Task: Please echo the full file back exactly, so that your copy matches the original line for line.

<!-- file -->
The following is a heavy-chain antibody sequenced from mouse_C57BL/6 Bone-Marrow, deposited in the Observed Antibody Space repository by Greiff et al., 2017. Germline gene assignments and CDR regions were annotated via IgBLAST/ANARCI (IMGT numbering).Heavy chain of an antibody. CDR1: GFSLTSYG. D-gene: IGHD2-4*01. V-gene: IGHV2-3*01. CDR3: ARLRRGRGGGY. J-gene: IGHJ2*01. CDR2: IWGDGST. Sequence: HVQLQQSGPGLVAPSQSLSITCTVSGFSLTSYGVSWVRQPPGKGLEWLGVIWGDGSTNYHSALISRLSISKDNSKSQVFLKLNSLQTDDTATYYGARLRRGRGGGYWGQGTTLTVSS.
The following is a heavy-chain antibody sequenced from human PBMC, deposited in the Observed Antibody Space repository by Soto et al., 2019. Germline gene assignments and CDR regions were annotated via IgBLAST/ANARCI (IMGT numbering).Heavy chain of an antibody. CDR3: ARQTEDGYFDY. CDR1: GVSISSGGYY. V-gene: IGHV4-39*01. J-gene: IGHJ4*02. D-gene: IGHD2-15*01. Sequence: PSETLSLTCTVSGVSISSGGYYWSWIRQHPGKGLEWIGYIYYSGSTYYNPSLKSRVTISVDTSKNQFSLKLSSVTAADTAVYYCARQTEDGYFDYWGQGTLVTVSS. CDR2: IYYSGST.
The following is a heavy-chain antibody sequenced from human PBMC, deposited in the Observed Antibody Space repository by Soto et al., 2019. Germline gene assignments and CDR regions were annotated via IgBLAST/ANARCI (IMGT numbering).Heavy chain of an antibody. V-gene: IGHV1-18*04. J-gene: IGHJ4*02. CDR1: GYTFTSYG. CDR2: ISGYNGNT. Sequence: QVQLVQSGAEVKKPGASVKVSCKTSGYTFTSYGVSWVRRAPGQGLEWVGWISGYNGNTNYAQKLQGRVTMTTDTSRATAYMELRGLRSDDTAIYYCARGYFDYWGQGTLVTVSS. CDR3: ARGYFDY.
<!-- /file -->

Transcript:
The following is a heavy-chain antibody sequenced from mouse_C57BL/6 Bone-Marrow, deposited in the Observed Antibody Space repository by Greiff et al., 2017. Germline gene assignments and CDR regions were annotated via IgBLAST/ANARCI (IMGT numbering).Heavy chain of an antibody. CDR1: GFSLTSYG. D-gene: IGHD2-4*01. V-gene: IGHV2-3*01. CDR3: ARLRRGRGGGY. J-gene: IGHJ2*01. CDR2: IWGDGST. Sequence: HVQLQQSGPGLVAPSQSLSITCTVSGFSLTSYGVSWVRQPPGKGLEWLGVIWGDGSTNYHSALISRLSISKDNSKSQVFLKLNSLQTDDTATYYGARLRRGRGGGYWGQGTTLTVSS.
The following is a heavy-chain antibody sequenced from human PBMC, deposited in the Observed Antibody Space repository by Soto et al., 2019. Germline gene assignments and CDR regions were annotated via IgBLAST/ANARCI (IMGT numbering).Heavy chain of an antibody. CDR3: ARQTEDGYFDY. CDR1: GVSISSGGYY. V-gene: IGHV4-39*01. J-gene: IGHJ4*02. D-gene: IGHD2-15*01. Sequence: PSETLSLTCTVSGVSISSGGYYWSWIRQHPGKGLEWIGYIYYSGSTYYNPSLKSRVTISVDTSKNQFSLKLSSVTAADTAVYYCARQTEDGYFDYWGQGTLVTVSS. CDR2: IYYSGST.
The following is a heavy-chain antibody sequenced from human PBMC, deposited in the Observed Antibody Space repository by Soto et al., 2019. Germline gene assignments and CDR regions were annotated via IgBLAST/ANARCI (IMGT numbering).Heavy chain of an antibody. V-gene: IGHV1-18*04. J-gene: IGHJ4*02. CDR1: GYTFTSYG. CDR2: ISGYNGNT. Sequence: QVQLVQSGAEVKKPGASVKVSCKTSGYTFTSYGVSWVRRAPGQGLEWVGWISGYNGNTNYAQKLQGRVTMTTDTSRATAYMELRGLRSDDTAIYYCARGYFDYWGQGTLVTVSS. CDR3: ARGYFDY.